We used docker-compose (get it? “Composing it”? I’m a bloody genius ain't I) to wrap everything into a nice package that could be deployed anywhere. Initially, we tested the server and plugin on one of my VPS-es, but closer to the tournament we migrated the whole setup to the production tournament server without a hitch. We highly recommend using docker-compose to anyone wanting to run a tournament.
Our dockerfile was very simple: first, we pulled CSGO from this lovely docker package. Many CSGO server images, including ours, will have a
run.shinside the image download the server on the first boot, but this takes up a lot of storage (30 gigs/server) and we didn’t want to deal with it while we were rapidly iterating on our dockerfile. Thus, we used this package so docker would de-duplicate it and prevent it from taking up our entire disk during testing.
From there, the dockerfile installs sourcemod, builds our plugins & get5, and copies over our config files into the image. Pretty sweet stuff.
We also used docker-compose to automate some very important bind mounts we didn’t want to forget: the ones to the get5 demo and backup path. If these were bound to the host filesystem, then we could take them elsewhere even if the container slipped in a puddle of poo and demolished itself.
This is also how we saved demos of the matches once the rounds were complete.
The core benefit of docker-compose was reproducibility—if I tested a specific scenario in a fresh container, I would know that the same scenario should play out exactly the same. We don’t have to worry about sneaky persistence or unintentional changes made to the environment.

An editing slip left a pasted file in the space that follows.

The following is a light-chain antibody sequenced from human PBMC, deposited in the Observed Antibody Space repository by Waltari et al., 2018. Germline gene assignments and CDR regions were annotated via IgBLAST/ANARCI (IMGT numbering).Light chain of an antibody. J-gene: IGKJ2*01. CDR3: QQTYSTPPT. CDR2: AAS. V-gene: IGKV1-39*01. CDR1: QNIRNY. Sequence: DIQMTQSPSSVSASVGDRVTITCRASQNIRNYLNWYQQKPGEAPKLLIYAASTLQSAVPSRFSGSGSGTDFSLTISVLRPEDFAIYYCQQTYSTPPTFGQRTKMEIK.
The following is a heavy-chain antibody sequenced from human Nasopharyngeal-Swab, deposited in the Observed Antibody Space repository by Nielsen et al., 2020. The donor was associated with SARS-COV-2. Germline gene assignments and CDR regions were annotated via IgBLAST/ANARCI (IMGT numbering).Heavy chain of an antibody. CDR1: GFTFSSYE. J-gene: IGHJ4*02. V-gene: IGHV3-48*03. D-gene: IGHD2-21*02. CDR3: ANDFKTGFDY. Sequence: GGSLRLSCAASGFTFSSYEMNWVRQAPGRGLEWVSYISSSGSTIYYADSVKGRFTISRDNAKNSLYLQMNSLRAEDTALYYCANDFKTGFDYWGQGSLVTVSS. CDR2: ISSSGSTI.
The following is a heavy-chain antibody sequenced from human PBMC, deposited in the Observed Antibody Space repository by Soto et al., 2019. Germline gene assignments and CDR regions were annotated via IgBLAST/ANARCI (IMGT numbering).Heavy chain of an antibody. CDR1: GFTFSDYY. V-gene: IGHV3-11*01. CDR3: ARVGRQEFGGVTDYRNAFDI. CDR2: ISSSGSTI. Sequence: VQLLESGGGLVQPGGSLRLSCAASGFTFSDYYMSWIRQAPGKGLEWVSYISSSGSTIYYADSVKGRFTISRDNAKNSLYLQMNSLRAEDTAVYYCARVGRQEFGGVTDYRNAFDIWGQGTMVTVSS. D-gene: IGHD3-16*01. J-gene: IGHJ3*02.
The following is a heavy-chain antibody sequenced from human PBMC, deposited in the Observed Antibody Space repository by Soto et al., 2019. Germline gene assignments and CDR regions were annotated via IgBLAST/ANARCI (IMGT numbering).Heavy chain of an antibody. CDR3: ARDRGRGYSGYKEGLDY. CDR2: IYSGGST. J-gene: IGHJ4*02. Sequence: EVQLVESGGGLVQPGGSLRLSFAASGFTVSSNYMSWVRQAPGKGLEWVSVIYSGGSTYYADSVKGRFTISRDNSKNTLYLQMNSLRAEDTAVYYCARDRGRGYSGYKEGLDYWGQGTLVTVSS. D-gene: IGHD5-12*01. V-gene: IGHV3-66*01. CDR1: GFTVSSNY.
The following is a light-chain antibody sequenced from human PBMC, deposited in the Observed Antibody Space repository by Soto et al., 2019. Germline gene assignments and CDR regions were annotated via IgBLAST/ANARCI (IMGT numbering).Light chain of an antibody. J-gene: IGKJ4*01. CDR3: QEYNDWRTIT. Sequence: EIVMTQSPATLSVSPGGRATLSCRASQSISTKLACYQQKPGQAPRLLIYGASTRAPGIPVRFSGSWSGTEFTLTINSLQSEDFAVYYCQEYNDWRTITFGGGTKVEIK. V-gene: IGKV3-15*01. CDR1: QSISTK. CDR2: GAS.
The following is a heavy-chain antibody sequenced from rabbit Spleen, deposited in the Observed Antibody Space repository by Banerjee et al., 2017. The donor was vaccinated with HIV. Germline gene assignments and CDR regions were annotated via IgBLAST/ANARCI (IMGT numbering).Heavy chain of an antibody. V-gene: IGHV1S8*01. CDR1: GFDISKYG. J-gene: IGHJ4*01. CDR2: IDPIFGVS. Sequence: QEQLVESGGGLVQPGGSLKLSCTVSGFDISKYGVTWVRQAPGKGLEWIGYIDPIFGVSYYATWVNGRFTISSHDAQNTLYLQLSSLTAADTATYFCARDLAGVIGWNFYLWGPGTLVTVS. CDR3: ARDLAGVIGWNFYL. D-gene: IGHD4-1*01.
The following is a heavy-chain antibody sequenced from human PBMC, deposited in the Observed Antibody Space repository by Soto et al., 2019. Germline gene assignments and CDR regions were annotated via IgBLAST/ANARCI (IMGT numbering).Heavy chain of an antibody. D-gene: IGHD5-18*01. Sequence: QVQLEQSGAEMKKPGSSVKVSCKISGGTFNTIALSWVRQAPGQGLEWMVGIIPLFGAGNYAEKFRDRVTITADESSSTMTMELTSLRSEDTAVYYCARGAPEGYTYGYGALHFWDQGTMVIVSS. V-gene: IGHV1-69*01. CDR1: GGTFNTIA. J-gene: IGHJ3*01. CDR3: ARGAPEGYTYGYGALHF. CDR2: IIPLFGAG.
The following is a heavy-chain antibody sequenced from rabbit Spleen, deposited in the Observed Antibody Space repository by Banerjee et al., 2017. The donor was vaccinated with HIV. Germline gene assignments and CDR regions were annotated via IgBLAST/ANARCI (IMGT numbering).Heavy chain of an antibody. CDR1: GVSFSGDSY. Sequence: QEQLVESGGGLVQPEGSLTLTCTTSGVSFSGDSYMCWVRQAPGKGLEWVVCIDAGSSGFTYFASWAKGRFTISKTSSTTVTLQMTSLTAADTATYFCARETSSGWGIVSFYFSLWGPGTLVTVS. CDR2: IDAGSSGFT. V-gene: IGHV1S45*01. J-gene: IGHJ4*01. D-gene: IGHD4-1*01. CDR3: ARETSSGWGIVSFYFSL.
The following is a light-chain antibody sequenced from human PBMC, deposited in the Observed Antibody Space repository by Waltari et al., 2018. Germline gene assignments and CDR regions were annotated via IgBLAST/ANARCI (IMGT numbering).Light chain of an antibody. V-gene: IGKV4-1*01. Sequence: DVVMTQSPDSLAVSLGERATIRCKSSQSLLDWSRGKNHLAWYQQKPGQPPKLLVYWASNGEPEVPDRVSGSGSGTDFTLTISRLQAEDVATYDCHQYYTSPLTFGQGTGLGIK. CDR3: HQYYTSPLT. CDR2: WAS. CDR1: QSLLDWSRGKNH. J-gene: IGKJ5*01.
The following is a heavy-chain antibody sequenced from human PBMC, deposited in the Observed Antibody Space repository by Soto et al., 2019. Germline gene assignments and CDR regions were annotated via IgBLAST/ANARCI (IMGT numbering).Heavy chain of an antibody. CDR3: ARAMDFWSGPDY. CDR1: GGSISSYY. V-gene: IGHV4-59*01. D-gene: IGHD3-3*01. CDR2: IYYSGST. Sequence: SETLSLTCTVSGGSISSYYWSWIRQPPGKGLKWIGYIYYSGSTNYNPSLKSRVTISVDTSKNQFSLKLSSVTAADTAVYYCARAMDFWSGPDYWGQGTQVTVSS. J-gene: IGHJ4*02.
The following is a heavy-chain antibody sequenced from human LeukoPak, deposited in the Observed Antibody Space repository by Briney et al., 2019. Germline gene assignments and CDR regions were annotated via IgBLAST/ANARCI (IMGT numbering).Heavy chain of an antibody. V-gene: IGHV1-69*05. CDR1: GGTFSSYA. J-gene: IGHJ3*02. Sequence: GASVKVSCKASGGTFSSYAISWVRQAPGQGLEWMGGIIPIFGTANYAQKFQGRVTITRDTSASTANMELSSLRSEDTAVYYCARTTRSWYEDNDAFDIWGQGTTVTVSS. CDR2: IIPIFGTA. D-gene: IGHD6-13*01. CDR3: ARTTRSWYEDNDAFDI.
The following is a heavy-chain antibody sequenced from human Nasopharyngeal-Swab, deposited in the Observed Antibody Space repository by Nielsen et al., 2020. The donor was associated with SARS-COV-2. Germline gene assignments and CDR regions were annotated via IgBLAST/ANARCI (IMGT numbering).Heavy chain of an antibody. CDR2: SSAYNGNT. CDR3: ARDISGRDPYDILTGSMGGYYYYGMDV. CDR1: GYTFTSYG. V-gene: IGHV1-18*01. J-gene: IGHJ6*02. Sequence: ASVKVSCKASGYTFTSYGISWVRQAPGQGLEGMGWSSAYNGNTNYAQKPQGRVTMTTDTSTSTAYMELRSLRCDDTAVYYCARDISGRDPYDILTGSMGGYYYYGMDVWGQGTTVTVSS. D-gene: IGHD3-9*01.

All of this hard work preparing and practicing for the tournament lead to a blissfully uneventful and boring shift. We are extremely proud of our work, and even more proud of the $8,165 the stream raised for the Yale cancer center and the Brother Wolf animal shelter. To all who donated or tuned in—we hope you had as much of a blast watching as we had setting the thing up.
Wrapping things up
I hope you’ve enjoyed this in-depth look into how we operated the charity stream. If this kind of work is interesting to you, please consider applying to join our tech team. We're always looking to build a diverse network of interested problem solvers, tinkerers, and curious learners.
Who knows, you might even get to work on a tourney yourself
The plugin we created for the DonorDrive integration is publicly available at https://github.com/edgegamers/DonorDrive.
We thank @Aaron for involving us in this project, and the amazing people at LANfest for their masterful production and brilliant livestream management.
A huge shout out to @jii for their massive help with getting this all set up and @GardenGroveVW for donating the servers.
Source Engine Tech Lead @ EdgeGamers
Writing: @Mooshua | Art: @heidi